Raising Bugs as Livestock? Cricket Powder Hits Store Shelves

I have a confession to make: I’ve chowed down on a few bugs in my lifetime, which is not something many North Americans like to do. Don’t go comparing me to Beetlejuice just yet; like many other people out there, it was completely accidental. You know what I’m talking about: that poorly-timed inhale while out for a run or bike ride. The next thing you know, you’re horking like a cat with a hairball. But for many people, eating bugs isn’t so accidental anymore, and why not? Bugs are a healthy, sustainable food source, and they’re changing protein as we currently know it.

Like me, you may not envision yourself eating crickets like popcorn, but how about in powder form? Earlier this week, Canadian grocery giant Loblaws announced it’s selling cricket powder under its line of President’s Choice products. The powder is described as a nutritious, mild-tasting addition to smoothies, sauces, chilli, curries and baking batters. So, you wouldn’t really taste it in a muffin or smoothie, for example, but you would be tapping into a great protein source. According to CBC News, just 1/2 cup of crickets contains almost the same amount of protein as meat, but with fewer calories and less fat. The list of health benefits goes on; the UN’s Food and Agricultural Organization says eating insects, in general, can be a great source of minerals like iron, zinc and magnesium. Your immune system will also get a boost because bugs are loaded with a protein called chitlin, which produces healthy stomach bacteria.

There’s a method to this cricket powder madness, and as you might have already guessed, the bugs aren’t just being trapped in somebody’s backyard. They’re actually being treated as livestock; raised in farms for consumption. Entomo Farms in Norwood, Ontario raises what it calls free-range crickets, meaning there’s a lot of space for the bugs to roam around. The company recently featured on CBC, currently has three barns full of crickets, each about 20,000 square feet in size. Here’s a bonus: raising crickets is a lot more sustainable than raising cattle or pork. Crickets have a high feed conversion, meaning their body mass rapidly increases. They require a lot less water than raising animals, and they’re not a high risk for transmitting infections to nearby insects.

The timing for a new protein source couldn’t be better, says the UN, especially when reducing our carbon footprint is as important as ever. In fact, feeding future populations will require an abundance of beans, seaweed, fungi and insects. There are huge environmental risks and costs associated with raising traditional livestock; they emit greenhouse gases, and their manure produces ammonia and pollutes our waterways. An increased demand for meat will increase pressure on already overloaded resources like land, water fertilizers and energy. So, while you may not want to fulfill your protein needs with bugs, we don’t really have a huge choice in the matter. The time for change is now.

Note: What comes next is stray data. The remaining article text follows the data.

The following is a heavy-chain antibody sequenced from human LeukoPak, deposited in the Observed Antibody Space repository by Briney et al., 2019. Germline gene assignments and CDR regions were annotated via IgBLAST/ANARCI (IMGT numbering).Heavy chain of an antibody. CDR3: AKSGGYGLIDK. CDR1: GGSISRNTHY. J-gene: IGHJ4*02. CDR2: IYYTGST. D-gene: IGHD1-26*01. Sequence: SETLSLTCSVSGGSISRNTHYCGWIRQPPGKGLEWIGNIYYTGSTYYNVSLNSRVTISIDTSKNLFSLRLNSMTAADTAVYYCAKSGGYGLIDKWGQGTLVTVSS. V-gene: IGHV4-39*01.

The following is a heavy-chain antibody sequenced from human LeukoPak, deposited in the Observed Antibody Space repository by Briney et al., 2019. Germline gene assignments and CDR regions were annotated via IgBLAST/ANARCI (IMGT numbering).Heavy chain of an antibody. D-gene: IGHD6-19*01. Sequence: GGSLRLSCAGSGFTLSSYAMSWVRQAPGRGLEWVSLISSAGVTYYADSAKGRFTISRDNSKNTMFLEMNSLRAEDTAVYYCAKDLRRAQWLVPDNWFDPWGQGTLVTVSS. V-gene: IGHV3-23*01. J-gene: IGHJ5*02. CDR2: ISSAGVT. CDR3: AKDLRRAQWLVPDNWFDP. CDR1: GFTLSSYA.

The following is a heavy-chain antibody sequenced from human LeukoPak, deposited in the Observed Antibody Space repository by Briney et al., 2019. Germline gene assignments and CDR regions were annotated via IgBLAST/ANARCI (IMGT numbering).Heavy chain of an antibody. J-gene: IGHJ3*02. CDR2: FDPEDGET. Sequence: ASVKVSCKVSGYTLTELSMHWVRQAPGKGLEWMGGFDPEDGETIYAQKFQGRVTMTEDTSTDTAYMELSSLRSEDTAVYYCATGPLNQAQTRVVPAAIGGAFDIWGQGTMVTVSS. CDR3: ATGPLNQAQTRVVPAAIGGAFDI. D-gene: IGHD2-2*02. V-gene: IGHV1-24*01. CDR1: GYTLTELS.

Of course, the one major hurdle to this protein solution is human acceptance. I have to admit, the reaction wasn’t good when I went in search of cricket powder at Loblaws the other day. When I asked for help, the person stocking the shelves in the health food department looked at me like I was out of my mind for even wanting to try it. But as the UN report points out, dietary trends seem to change so quickly. It uses the example of the acceptance of raw fish in sushi. And, the barrier insects face as a food source is really here in North America. They’re already eaten by 80 percent of the world’s population, specifically in Asia, Africa and Latin America. According to the CBC, the most popular are beetles and caterpillars, followed by wasps, grasshoppers, crickets and ants.

In the end, I didn’t end up buying the cricket powder, and it’s not because I was completely turned off by the idea of eating ground-up insects. It just so happens that if you’re allergic to crustaceans and shellfish, you may also have an allergic reaction to crickets. They both possess the common allergen chitlin, which is what gives both species their hard, crunchy shells. My husband is severely allergic to shellfish, and so I wouldn’t use the cricket powder in my cooking or baking experiments. When I told him he wouldn’t be allowed to eat crickets, he wasn’t too disappointed. He’s only just recently accepted my replacing the meat on our plates with beans, so bugs would have really taken some convincing.

How about you? Are you ready to start adding bugs to your diet?

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Catherine Sherriffs

Editor at Garden Culture Magazine

Catherine is a Canadian award-winning journalist who worked as a reporter and news anchor in Montreal’s radio and television scene for 10 years. A graduate of Concordia University, she left the hustle and bustle of the business after starting a family. Now, she’s the editor and a writer for Garden Culture Magazine while also enjoying being a mom to her three young kids. Her interests include great food, gardening, fitness, animals, and anything outdoors.